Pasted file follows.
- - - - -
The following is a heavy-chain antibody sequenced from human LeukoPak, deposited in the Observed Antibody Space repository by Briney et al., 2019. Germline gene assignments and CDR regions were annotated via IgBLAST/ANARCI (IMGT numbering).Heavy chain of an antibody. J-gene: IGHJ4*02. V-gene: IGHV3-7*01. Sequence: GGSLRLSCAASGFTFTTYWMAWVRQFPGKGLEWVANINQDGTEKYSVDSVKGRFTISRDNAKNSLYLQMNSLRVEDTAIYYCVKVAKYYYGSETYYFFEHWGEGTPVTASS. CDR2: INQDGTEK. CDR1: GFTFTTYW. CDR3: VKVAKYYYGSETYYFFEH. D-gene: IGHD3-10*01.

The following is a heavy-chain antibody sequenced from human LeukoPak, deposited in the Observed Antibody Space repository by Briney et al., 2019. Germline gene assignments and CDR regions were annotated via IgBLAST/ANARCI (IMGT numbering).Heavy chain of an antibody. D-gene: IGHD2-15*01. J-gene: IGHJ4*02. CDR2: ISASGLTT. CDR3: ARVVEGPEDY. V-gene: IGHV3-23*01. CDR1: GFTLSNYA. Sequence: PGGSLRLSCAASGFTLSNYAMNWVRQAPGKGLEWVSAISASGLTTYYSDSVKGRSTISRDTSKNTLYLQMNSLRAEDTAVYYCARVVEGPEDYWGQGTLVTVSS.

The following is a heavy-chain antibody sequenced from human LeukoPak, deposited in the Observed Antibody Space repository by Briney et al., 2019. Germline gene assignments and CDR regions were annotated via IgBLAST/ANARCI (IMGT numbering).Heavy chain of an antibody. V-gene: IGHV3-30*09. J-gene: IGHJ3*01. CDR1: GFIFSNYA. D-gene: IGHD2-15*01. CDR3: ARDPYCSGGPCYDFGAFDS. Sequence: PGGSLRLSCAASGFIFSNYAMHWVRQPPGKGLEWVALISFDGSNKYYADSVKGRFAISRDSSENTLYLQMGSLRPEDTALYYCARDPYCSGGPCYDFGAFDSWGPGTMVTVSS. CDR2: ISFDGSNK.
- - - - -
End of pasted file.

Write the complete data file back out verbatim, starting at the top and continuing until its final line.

The following is a heavy-chain antibody sequenced from human LeukoPak, deposited in the Observed Antibody Space repository by Briney et al., 2019. Germline gene assignments and CDR regions were annotated via IgBLAST/ANARCI (IMGT numbering).Heavy chain of an antibody. J-gene: IGHJ4*02. V-gene: IGHV3-7*01. Sequence: GGSLRLSCAASGFTFTTYWMAWVRQFPGKGLEWVANINQDGTEKYSVDSVKGRFTISRDNAKNSLYLQMNSLRVEDTAIYYCVKVAKYYYGSETYYFFEHWGEGTPVTASS. CDR2: INQDGTEK. CDR1: GFTFTTYW. CDR3: VKVAKYYYGSETYYFFEH. D-gene: IGHD3-10*01.

The following is a heavy-chain antibody sequenced from human LeukoPak, deposited in the Observed Antibody Space repository by Briney et al., 2019. Germline gene assignments and CDR regions were annotated via IgBLAST/ANARCI (IMGT numbering).Heavy chain of an antibody. D-gene: IGHD2-15*01. J-gene: IGHJ4*02. CDR2: ISASGLTT. CDR3: ARVVEGPEDY. V-gene: IGHV3-23*01. CDR1: GFTLSNYA. Sequence: PGGSLRLSCAASGFTLSNYAMNWVRQAPGKGLEWVSAISASGLTTYYSDSVKGRSTISRDTSKNTLYLQMNSLRAEDTAVYYCARVVEGPEDYWGQGTLVTVSS.

The following is a heavy-chain antibody sequenced from human LeukoPak, deposited in the Observed Antibody Space repository by Briney et al., 2019. Germline gene assignments and CDR regions were annotated via IgBLAST/ANARCI (IMGT numbering).Heavy chain of an antibody. V-gene: IGHV3-30*09. J-gene: IGHJ3*01. CDR1: GFIFSNYA. D-gene: IGHD2-15*01. CDR3: ARDPYCSGGPCYDFGAFDS. Sequence: PGGSLRLSCAASGFIFSNYAMHWVRQPPGKGLEWVALISFDGSNKYYADSVKGRFAISRDSSENTLYLQMGSLRPEDTALYYCARDPYCSGGPCYDFGAFDSWGPGTMVTVSS. CDR2: ISFDGSNK.